Accessibility for Ontarians with Disabilities Act (AODA)
Many of the sites we’ve built in the last few years have been built to be compliant, however as of Jan 1 the requirements are changing. Whereas previously sites had to meet specifications as defined by WCAG 2.0 Level A, as of Jan 1st they need to meet WCAG 2.0 Level AA**
The upgraded guideline includes accessibility options in areas such as: distinguishable content, navigable content, readable content, predictable web pages, and input assistance. You can read all about them at Ontario.ca
To have your website checked to see if it complies with the level AA requirements, reply to this email and email us to have an audit run for you.
Need to make your site compliant?
We’ve been working with a company called Accessibe who provides an automated, AI solution that automatically keeps your website compliant.
As you may know, AODA compliance needs to be maintained by website editors. Any change to your website – new text or images for example – can impact the compliance if its not entered correctly.
The Accessibe solution also:
- automatically keeps your website compliant.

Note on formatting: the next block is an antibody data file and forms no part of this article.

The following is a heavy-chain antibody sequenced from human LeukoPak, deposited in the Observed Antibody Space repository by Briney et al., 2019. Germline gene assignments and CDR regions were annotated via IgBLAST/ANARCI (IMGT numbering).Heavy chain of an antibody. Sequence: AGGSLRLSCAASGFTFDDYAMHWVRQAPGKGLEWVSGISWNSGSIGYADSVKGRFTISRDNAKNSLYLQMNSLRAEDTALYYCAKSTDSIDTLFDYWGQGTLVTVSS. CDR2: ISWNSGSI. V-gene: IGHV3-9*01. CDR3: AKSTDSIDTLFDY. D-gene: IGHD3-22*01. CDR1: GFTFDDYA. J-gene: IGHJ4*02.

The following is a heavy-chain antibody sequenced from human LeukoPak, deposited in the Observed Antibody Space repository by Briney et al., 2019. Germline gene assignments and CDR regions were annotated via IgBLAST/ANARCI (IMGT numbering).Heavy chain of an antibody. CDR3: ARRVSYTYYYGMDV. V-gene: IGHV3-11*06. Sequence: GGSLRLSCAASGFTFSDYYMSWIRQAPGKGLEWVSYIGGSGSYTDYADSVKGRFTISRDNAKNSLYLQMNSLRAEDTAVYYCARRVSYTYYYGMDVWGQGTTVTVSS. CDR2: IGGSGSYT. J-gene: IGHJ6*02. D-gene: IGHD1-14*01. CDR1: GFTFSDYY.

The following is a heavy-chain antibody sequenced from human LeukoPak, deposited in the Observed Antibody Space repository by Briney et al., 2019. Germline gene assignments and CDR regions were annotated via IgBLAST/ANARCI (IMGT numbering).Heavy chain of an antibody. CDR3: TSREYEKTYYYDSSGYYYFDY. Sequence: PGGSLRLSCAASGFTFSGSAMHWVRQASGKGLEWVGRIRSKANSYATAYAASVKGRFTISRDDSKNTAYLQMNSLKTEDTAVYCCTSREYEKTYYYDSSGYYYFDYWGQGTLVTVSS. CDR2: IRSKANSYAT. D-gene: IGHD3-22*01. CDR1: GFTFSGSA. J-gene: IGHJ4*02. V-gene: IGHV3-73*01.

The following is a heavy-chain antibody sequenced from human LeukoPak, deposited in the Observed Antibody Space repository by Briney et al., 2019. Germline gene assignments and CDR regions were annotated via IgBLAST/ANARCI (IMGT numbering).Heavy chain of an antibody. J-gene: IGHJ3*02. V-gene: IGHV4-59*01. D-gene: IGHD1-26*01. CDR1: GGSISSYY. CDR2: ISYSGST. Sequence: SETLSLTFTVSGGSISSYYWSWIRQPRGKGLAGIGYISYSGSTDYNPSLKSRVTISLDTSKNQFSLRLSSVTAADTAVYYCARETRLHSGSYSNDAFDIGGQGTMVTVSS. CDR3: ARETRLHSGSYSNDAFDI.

- provides monthly reports with verification status.
- adds a small widget to the website through which a visitor can modify settings if they need – make text bigger, highlight links, etc., which is one of the AODA requirements.
We’ve currently got Accessibe installed on seethroughweb.com (looks like a little blue person on to right botton corner) so you can see what it looks like in action.
The Accessibe service is $490 USD/year and automatically keeps your site compliant, no matter who is updating or changing it.
Who must comply?
By law, you must make new and significantly refreshed public websites accessible if you are:
- a private or non-profit organization with 50+ employees; or
- a public sector organization
The organization that controls the website must meet the accessibility requirements.
Beginning January 1, 2014: new public websites, significantly refreshed websites and any web content posted after January 1, 2012 must meet Web Content Accessibility Guidelines (WCAG) 2.0 Level A
Beginning January 1, 2021: all public websites and web content posted after January 1, 2012 must meet WCAG 2.0 Level AA other than criteria 1.2.4 (live captions) and 1.2.5 (pre-recorded audio descriptions)
* Accessibility for Ontarians with Disabilities Act, 2005
** Web Content Accessibility Guidelines (WCAG)
2. Use a security plugin
Wordpress security plugins can do a lot to protect your site: from blocking multiple attempts to break into your website to scanning for modified files and folders. Most are free, some have a relatively inexpensive paid Pro option which can be worth it for greater peace of mind.
We use Wordfence on most sites ourselves, but there are other great security plugins out there like Sucuri and iThemes Security Pro.